The new Web browser that Google released Tuesday is designed to expand its huge lead in the Internet search market and reduce Microsoft's imprint on personal computers.
The free browser, called "Chrome," is being promoted as a sleeker, faster and more secure alternative to Microsoft's Internet Explorer, which has been the leading vehicle for surfing the Web for the past decade. Despite recent inroads by Mozilla Foundation's Firefox, Internet Explorer is still used by roughly three-fourths of the world's Web surfers.
(Msnbc.com is a Microsoft-NBC Universal joint venture.)
"What we want is a diverse and vibrant ecosystem," Google co-founder Sergey Brin told reporters Tuesday during Chrome's unveiling. "We want several browsers that are viable and substantial choices."
Among other features, Chrome's navigation bar — where you type in an Internet address — will serve a dual purpose. Users can either enter an address into the space or enter a search request that will be processed through their search engine of choice.
Naturally, Google bets it will be the default search engine for the majority of Chrome users, helping to build upon its nearly 64 percent share of the worldwide search market.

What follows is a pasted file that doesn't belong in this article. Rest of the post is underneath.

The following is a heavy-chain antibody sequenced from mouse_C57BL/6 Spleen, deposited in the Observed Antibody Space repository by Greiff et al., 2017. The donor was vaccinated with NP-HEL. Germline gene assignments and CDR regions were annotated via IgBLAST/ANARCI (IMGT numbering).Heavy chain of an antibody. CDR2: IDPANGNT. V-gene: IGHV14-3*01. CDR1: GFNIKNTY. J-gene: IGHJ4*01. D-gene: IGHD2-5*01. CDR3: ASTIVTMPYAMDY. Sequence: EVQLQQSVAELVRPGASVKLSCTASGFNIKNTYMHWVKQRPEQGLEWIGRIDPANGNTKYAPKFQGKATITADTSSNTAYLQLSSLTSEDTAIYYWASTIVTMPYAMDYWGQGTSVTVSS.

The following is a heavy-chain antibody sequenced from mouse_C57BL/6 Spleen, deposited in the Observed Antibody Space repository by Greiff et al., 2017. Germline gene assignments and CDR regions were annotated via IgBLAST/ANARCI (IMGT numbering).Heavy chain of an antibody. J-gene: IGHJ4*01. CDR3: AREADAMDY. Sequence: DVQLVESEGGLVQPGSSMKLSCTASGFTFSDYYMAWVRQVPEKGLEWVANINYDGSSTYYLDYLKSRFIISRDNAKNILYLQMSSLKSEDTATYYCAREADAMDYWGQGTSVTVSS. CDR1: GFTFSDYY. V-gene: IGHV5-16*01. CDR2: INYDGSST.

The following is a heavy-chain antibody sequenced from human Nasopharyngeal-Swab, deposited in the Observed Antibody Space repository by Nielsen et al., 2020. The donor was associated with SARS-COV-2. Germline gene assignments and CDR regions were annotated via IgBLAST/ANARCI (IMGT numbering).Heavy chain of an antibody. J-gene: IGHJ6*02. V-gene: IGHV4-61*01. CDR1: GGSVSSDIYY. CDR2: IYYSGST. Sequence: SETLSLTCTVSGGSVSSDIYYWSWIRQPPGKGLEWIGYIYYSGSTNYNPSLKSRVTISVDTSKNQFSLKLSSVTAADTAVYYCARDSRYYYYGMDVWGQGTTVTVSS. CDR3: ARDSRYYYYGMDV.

"You only have 24 hours a day and we would like you to do more searches," Google's other co-founder, Larry Page, said at the unveiling. "If the browser runs well, then you will do more searches."
Google also is counting on Chrome to become the linchpin in its effort to distribute widely used computer programs like word processing, spreadsheets and calendars through the Web browser instead of as applications installed on individual machines. If the crusade is successful, it might undercut Microsoft's profits by diminishing sales of its Office suite.
Microsoft — which won a crucial browser war the last time one arose, in the 1990s, over Netscape Communications — played down the threat posed by Chrome. Microsoft predicted that most people will embrace its latest version, Internet Explorer 8, which it released in test status last week.
But Benchmark Co. analyst Brent Williams thinks Microsoft has cause for concern. In a Tuesday research note, Williams described Chrome as a "a new, potentially significant, challenge to Microsoft's Web strategy and to (Microsoft's) core product suite, and indeed to (Microsoft's) business model."